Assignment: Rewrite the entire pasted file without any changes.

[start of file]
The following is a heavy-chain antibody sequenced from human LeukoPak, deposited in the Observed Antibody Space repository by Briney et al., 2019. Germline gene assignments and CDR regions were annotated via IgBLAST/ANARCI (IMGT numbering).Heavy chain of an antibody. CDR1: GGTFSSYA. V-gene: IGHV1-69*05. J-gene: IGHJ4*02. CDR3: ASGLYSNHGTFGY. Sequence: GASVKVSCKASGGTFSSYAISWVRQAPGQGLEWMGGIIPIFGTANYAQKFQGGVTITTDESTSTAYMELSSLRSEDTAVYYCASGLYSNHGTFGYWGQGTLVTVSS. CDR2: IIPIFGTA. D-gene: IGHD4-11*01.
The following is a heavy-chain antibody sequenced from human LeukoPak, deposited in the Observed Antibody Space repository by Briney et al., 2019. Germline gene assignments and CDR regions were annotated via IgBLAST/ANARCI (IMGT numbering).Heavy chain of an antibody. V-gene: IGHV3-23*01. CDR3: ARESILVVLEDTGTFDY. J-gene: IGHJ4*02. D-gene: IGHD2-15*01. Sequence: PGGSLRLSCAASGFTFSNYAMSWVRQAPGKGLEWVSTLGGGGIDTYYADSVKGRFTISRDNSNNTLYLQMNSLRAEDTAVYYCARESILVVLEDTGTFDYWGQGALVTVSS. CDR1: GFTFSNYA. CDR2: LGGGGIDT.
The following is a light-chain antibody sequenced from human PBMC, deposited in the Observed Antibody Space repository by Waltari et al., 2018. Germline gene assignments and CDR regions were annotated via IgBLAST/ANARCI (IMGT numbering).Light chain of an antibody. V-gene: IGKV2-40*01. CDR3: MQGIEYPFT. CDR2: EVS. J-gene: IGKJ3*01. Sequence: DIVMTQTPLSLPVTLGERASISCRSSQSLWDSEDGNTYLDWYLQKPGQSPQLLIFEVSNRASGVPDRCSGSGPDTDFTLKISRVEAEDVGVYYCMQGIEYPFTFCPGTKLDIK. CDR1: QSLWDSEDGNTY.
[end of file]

The following is a heavy-chain antibody sequenced from human LeukoPak, deposited in the Observed Antibody Space repository by Briney et al., 2019. Germline gene assignments and CDR regions were annotated via IgBLAST/ANARCI (IMGT numbering).Heavy chain of an antibody. CDR1: GGTFSSYA. V-gene: IGHV1-69*05. J-gene: IGHJ4*02. CDR3: ASGLYSNHGTFGY. Sequence: GASVKVSCKASGGTFSSYAISWVRQAPGQGLEWMGGIIPIFGTANYAQKFQGGVTITTDESTSTAYMELSSLRSEDTAVYYCASGLYSNHGTFGYWGQGTLVTVSS. CDR2: IIPIFGTA. D-gene: IGHD4-11*01.
The following is a heavy-chain antibody sequenced from human LeukoPak, deposited in the Observed Antibody Space repository by Briney et al., 2019. Germline gene assignments and CDR regions were annotated via IgBLAST/ANARCI (IMGT numbering).Heavy chain of an antibody. V-gene: IGHV3-23*01. CDR3: ARESILVVLEDTGTFDY. J-gene: IGHJ4*02. D-gene: IGHD2-15*01. Sequence: PGGSLRLSCAASGFTFSNYAMSWVRQAPGKGLEWVSTLGGGGIDTYYADSVKGRFTISRDNSNNTLYLQMNSLRAEDTAVYYCARESILVVLEDTGTFDYWGQGALVTVSS. CDR1: GFTFSNYA. CDR2: LGGGGIDT.
The following is a light-chain antibody sequenced from human PBMC, deposited in the Observed Antibody Space repository by Waltari et al., 2018. Germline gene assignments and CDR regions were annotated via IgBLAST/ANARCI (IMGT numbering).Light chain of an antibody. V-gene: IGKV2-40*01. CDR3: MQGIEYPFT. CDR2: EVS. J-gene: IGKJ3*01. Sequence: DIVMTQTPLSLPVTLGERASISCRSSQSLWDSEDGNTYLDWYLQKPGQSPQLLIFEVSNRASGVPDRCSGSGPDTDFTLKISRVEAEDVGVYYCMQGIEYPFTFCPGTKLDIK. CDR1: QSLWDSEDGNTY.